The Thatcher Crisis Years

An era of protest and fury

The Economist 1979

Margaret Thatcher became Prime Minister of the United Kingdom in 1979. Her eventual downfall came in 1990. But even within her first year, as the economy tanked, The Economist newspaper was predicting her imminent demise in its end of year edition.

The next election was due in 1984 but The Economist, which was broadly sympathetic to Thatcher, couldn’t see her lasting that long. They predicted her downfall a year or two before then given the way support was ebbing away.

Thatcher Downfall: Labour expected to return to power

Thatcher was pleading for more than one term in office to achieve her aims but at the end of 1979, the polls were suggesting Labour would come back to power. This would result in a government led by the same people who had fronted the Labour administration in the mid to late 1970s: Peter Shore, Dennis Healey, John Silkin.

And this was seen as the natural order of things. Tories in power for five years then Labour then Tories then Labour, etc. Few thought in 1980 that the decade ahead would be solidly Tory – rather like the 1950s. Indeed, The Economist thought it was “conceivable” Thatcher would be dumped as leader before 1984.

Europe was a big problem for Thatcher – senior Tories were horrified by her roughing up of the EEC (as the EU was called then). Foreign minister Lord Carrington was seen as a restraining influence on the Prime Minister (he would resign when the Falklands War broke out).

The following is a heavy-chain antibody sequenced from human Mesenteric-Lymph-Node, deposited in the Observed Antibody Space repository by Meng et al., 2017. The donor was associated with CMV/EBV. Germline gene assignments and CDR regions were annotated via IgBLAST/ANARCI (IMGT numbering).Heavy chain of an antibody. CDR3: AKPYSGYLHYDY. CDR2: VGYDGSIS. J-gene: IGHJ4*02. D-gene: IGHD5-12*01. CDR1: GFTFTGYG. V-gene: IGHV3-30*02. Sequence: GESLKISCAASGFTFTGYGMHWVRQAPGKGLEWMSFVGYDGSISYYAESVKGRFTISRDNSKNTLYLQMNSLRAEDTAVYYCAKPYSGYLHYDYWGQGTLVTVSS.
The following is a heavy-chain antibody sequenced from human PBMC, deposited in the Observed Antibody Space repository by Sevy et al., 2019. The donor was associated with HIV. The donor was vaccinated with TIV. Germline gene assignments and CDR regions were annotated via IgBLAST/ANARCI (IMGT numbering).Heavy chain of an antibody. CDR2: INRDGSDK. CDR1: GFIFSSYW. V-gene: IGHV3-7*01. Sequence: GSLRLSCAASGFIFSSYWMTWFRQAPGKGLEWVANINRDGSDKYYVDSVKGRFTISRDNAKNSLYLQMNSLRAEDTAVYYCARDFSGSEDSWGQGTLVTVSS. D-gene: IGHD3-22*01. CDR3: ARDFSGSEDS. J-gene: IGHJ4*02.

The Economist wrote that Carrington and Home Secretary William Whitelaw might move to “bell the cat” – put Thatcher under firm control and force her into a U-turn towards more traditional One Nation Toryism. She would be forced to adopt a more Ted Heath approach or resign.

DISCOVER: What happened at the Moss Side riot in 1981?

The revival of the Liberal Party made a Lib-Con coalition – similar to what we have now – a real possibility. But The Economist thought that Labour – under Dennis Healey, who by 1984 would have defeated the left wing of the party – was more likely to return to power. The magazine correctly predicted that Roy Jenkins and Shirley Williams would form a new political party and for a while, that party would exercise a big influence.

Thatcher Downfall predicted ten years too early

So, how wrong was The Economist? The election was called early in 1983; an unexpected war in the Falklands boosted Thatcher; the Labour left put up a stronger fight and Dennis Healey did not become Labour leader; Thatcher purged her enemies within the Tory party and no bell was put on that cat!

Predictions of the Thatcher downfall were about a decade too early.

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